“Would you believe that?!”
Naomi’s Photos

The very same day I read an article in EL (ASCD) magazine called “Respect – Where Do We Start” by Marie-Nathalie Beaudoin. The author talks about the negative influence of teachers sitting and complaining about their problematic students during lunch breaks. She says that these kind of conversations do not lead to the creation of constructive suggestions on dealing with students. The reverse may be true – hearing other colleagues also complain about a pupil makes the teacher feel more entitled to her negative feelings about that pupil. In addition, the author also claims that when teachers spend their free time talking about what brings them down and not what they feel good about it encourages our brains to think in more negative ways.

In short,  Beaudoin calls for a “no-talk-about-students” rule for lunch hour.

I see the author’s point but I’m not sure I agree. In fact, I’m not sure it is a rule we could live by. With all the support systems such as my AWESOME P.L.N and my patient husband who listens to me in the evenings, there is nothing like the support of your fellow teachers, who actually teach the same pupils, especially when  you exit a lesson ready to tear your hair out.

Do YOU agree?

Saturday’s Book: The 19th Wife by David Ebershoff

The 35th cat?
Naomi’s Photos

This book truly took me by surprise.

I was concerned that the book would be lurid and make me feel like I was reading the tabloids. The picture on the front cover of a woman with a knife in her hand and the quote on the back cover (“Dishes the dirt on what it’s really like being one of many wives”) did not seem encouraging.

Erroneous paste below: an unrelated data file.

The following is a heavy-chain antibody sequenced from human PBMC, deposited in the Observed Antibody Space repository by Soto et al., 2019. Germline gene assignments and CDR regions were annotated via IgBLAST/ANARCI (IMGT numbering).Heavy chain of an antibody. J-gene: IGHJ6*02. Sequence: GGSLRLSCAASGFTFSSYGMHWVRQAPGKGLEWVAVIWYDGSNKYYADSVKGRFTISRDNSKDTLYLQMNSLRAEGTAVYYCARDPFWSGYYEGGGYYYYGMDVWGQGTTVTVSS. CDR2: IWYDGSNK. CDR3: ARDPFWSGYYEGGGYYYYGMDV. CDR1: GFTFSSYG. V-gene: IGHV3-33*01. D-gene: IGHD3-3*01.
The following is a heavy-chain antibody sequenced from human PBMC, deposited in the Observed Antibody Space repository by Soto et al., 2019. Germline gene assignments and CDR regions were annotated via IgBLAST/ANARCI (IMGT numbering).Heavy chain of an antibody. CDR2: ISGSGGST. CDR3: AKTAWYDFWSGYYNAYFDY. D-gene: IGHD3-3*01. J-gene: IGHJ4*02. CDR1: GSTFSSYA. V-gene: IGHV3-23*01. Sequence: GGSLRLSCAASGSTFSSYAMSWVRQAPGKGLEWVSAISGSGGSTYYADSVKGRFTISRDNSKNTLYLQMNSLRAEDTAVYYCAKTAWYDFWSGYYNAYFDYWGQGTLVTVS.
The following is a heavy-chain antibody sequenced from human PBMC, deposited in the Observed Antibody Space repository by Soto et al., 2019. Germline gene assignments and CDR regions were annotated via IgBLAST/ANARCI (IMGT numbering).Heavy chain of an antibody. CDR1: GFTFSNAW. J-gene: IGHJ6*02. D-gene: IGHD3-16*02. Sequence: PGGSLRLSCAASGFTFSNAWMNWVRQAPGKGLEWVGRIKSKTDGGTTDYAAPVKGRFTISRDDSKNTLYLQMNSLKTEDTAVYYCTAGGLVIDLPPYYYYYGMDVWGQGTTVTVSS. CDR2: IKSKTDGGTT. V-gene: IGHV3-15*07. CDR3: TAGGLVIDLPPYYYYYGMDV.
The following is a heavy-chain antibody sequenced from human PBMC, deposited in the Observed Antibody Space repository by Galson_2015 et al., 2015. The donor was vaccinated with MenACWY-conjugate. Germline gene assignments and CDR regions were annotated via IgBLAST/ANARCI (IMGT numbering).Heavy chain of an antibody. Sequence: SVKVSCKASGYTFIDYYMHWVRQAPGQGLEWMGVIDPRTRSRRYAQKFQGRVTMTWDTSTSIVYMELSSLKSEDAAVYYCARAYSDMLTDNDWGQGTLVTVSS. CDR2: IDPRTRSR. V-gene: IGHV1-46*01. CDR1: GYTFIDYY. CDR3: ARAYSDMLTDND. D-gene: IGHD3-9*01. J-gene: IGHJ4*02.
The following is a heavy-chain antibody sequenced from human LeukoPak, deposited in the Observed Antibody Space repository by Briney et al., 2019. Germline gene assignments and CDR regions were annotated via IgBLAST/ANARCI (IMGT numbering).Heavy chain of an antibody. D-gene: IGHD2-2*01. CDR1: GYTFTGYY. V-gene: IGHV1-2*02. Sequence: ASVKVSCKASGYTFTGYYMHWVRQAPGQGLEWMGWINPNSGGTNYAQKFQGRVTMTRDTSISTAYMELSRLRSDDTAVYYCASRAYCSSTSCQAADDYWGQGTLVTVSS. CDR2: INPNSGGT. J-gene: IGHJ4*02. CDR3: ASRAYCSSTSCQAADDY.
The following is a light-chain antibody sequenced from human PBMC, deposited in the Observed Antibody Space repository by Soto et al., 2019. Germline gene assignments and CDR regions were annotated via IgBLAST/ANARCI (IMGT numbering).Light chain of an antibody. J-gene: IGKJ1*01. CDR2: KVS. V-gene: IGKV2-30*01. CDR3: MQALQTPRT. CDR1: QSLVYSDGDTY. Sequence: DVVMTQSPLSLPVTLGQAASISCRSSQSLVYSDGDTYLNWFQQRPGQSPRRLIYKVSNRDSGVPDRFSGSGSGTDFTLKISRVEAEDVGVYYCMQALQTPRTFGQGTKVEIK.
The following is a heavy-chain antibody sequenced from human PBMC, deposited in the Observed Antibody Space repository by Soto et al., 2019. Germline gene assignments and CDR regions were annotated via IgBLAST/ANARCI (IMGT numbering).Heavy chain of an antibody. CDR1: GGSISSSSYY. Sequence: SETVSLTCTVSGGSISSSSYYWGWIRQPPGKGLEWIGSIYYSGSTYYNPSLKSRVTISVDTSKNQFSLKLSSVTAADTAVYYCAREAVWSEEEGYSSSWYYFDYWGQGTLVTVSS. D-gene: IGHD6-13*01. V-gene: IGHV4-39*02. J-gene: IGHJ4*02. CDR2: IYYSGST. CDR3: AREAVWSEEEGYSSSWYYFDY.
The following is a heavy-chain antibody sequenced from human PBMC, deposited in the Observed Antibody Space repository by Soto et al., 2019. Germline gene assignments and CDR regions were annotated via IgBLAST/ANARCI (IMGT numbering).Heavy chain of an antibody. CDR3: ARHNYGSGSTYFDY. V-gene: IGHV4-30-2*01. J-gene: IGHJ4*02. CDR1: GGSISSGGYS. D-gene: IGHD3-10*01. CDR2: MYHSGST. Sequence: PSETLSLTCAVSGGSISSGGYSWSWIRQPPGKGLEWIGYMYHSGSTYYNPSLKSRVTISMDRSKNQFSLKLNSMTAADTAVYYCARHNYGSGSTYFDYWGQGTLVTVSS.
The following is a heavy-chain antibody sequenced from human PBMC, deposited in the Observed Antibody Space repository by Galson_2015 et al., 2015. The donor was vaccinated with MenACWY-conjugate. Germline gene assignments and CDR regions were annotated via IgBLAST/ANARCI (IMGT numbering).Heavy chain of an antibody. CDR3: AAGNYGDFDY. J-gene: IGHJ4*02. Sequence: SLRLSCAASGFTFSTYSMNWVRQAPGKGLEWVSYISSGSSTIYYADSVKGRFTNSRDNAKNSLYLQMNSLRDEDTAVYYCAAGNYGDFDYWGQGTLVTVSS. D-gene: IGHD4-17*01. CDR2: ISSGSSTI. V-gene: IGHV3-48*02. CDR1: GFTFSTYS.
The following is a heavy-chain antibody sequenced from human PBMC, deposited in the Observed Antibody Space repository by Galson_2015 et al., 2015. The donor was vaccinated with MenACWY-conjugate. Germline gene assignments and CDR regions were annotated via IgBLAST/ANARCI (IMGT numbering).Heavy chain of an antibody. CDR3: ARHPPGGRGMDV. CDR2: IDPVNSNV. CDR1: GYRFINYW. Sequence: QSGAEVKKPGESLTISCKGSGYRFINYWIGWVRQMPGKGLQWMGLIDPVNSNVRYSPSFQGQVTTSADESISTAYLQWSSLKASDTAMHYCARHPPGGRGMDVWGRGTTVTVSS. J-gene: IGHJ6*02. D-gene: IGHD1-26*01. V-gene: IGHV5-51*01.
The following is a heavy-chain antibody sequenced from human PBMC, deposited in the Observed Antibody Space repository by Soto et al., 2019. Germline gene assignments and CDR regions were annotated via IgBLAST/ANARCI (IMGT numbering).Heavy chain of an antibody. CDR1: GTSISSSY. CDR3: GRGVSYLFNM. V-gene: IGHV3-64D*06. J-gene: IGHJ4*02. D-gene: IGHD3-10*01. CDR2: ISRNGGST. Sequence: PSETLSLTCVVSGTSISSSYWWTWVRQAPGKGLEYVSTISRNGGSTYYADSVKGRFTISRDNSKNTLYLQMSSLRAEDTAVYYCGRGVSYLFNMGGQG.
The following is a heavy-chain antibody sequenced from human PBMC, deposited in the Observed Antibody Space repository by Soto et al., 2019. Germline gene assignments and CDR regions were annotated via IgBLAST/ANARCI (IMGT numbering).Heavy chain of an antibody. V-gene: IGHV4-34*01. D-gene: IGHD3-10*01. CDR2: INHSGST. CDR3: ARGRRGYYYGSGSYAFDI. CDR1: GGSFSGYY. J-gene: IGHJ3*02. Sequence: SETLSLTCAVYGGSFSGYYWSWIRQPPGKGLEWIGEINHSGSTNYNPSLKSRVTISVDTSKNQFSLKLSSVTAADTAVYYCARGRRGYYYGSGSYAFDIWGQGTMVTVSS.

In fact, the only reason I began the book was that it sort of fell into my lap.

I’m so glad I read it! The beginning part kept me a bit “wobbly” at first but that didn’t last long and I happily read all 606 pages!

Ebershoff not only cleverly weaves two main storylines together, but he also moves the plot forward by presenting many points of view, expressed in a wide variety of formats – personal diaries, letters, newspaper articles, court documents, research materials and more. I felt I was getting a much richer picture of the unfolding events.

One narrative is from the present day, involving a secret polygamous Latter-Day Saints sect called “The Firsts”, and a murder mystery. The other narrative follows the life of Ann Eliza Young, one of Brigham Young’s multitude of wives who left the fold and waged a crusade against polygamy. Her life story is told along with the origin story of the Mormon religion.

This is a work of fiction though not quite a historical novel. It’s important to read the end notes to understand more about which information is based on research and which parts are total fiction.  Ann Eliza was most certainly a real person!

Besides the issue of polygamy,  the depiction of a leader demanding blind commitment to every word, defining every doubt or disagreement as treason, of demanding one thing from his followers while setting himself above the rules is, unfortunately, an issue that is very much alive today. There is a powerful scene in the book in which Brigham Young uses his clever rhetorical skills to turn the tables on those who voice concerns over his unethical behavior, making them feel guilty for even having such impure thoughts. Such behavior did not die with Brigham Young…

As they say, don’t judge a book by its cover (or it’s back cover)!